What are the Covid-19 travel rules for entering Spain from abroad?
Covid certificate showing negative test, recovery or vaccination within EU, proof of vaccination required from most non-EU countries
International travel rules tightened again in late 2021, with the Omicron variant driving another rise in Covid-19 cases.
Requirements to enter Catalonia from abroad are determined by the Spanish government and all passengers arriving by air or by sea have to fill out a health control form before their departure.
From February 1, 2022, all travelers required to show a vaccination certificate will need to prove that no more than 270 days have passed since the administration of the last dose. After that, the vaccination certificate must show the administration of a booster dose.
Article last updated January 17, 2021
Passengers coming from 'risk' areas within the European Union or European Economic Area need to show an EU Covid certificate upon arrival proving that a person has either been vaccinated against Covid-19, received a negative test result, or recovered from the virus.
'Risk' countries and regions are determined according to the European Centre for Disease Prevention and Control's weekly traffic-light map. The latest map, published on January 13, shows the entirity of the EU/EEA is coloured red or dark red, meaning all member states are included in the Spanish health ministry's list of 'risk' countries from Monday, January 17 to Sunday, January 23.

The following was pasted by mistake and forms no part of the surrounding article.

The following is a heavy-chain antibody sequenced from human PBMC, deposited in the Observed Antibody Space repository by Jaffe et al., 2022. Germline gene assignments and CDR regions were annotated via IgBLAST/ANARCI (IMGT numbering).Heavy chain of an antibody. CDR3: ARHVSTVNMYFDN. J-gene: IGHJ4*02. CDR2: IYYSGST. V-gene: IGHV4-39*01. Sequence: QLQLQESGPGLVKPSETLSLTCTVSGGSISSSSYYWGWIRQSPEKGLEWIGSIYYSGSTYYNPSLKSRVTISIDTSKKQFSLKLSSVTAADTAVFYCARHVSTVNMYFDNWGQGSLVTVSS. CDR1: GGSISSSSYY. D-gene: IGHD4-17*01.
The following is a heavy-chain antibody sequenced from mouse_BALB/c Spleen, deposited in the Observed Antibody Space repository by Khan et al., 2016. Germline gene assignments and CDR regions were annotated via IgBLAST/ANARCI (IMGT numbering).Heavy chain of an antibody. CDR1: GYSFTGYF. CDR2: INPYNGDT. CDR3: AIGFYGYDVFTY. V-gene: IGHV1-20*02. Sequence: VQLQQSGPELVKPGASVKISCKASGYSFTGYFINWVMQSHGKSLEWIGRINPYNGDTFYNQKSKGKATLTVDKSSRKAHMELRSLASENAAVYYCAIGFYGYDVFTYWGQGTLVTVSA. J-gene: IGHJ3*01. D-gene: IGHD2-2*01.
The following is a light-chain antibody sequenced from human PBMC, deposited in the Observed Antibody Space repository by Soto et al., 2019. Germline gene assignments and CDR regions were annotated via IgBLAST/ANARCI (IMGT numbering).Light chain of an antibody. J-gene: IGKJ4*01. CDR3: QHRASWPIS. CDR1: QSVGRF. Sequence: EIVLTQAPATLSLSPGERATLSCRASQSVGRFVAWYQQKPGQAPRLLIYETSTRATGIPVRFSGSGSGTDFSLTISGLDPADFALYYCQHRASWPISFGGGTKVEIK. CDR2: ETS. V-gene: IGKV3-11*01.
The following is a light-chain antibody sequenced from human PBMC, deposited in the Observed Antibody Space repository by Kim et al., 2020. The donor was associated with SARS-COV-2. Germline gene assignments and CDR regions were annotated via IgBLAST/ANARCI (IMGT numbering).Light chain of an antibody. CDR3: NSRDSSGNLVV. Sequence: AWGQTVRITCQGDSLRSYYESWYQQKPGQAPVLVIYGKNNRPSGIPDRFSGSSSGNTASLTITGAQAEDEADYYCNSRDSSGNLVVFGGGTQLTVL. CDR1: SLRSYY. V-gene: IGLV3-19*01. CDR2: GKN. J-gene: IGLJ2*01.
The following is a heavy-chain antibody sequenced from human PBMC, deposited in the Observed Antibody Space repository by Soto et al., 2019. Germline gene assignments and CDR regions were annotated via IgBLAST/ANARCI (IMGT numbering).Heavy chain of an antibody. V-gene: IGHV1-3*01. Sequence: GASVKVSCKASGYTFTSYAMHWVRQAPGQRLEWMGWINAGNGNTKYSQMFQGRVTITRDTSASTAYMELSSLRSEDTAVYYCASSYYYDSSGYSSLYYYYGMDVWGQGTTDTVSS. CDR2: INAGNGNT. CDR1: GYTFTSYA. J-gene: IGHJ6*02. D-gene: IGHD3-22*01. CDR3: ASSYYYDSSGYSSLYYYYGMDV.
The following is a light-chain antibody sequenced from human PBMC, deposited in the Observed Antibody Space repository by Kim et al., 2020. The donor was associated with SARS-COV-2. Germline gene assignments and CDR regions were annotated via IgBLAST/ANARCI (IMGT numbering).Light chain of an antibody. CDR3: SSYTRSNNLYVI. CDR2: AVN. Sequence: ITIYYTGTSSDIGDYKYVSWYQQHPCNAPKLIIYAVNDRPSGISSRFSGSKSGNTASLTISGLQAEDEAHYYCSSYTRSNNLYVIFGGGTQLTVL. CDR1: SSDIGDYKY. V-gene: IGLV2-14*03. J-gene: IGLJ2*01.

Most countries outside the EU/EEA are deemed to be 'risk' areas. Passengers arriving from those countries have to show proof of vaccination.
An exception had previously been made for the United Kingdom, with negative PCR tests also being accepted alongside vaccination certificates, but from December 1, individuals flying to Spain from the UK are only allowed to enter the country if they are vaccinated against Covid-19.
Countries and territories that are not considered at risk and are therefore exempt from the health-related entry requirements are Bahrain, Chile, China, Colombia, Indonesia, Kuwait, New Zealand, Peru, Qatar, Rwanda, Saudi Arabia, South Korea, United Arab Emirates, Uruguay, Hong Kong, Macao, and Taiwan.
Individuals flying from those countries to Spain do have to fill out a health control form but do not have to show proof of vaccination, recovery or a negative test.
Argentina, Australia and Canada are now considered 'risk' countries, having previously appeared on the list of exceptions.
Arrivals from 'risk' countries are able to enter Spain with a negative diagnostic test or a certificate of recovery if they meet one of the following conditions: EU residents; long-term visa holders; health professionals; transport, marine and aeronautical personnel traveling as part of their work; diplomatic and military personnel traveling as part of their duties; students traveling for study; highly qualified workers, including participants in high-level sports events taking place in Spain; duly accredited imperative family reasons; reasons of force majeure.
No countries are currently deemed 'high risk', after Spain removed nine southern African countries from that category on January 10th. Passengers coming from high-risk countries had to have proof of a negative Covid-19 test upon arrival in Spain, as well as proof of vaccination or recovery.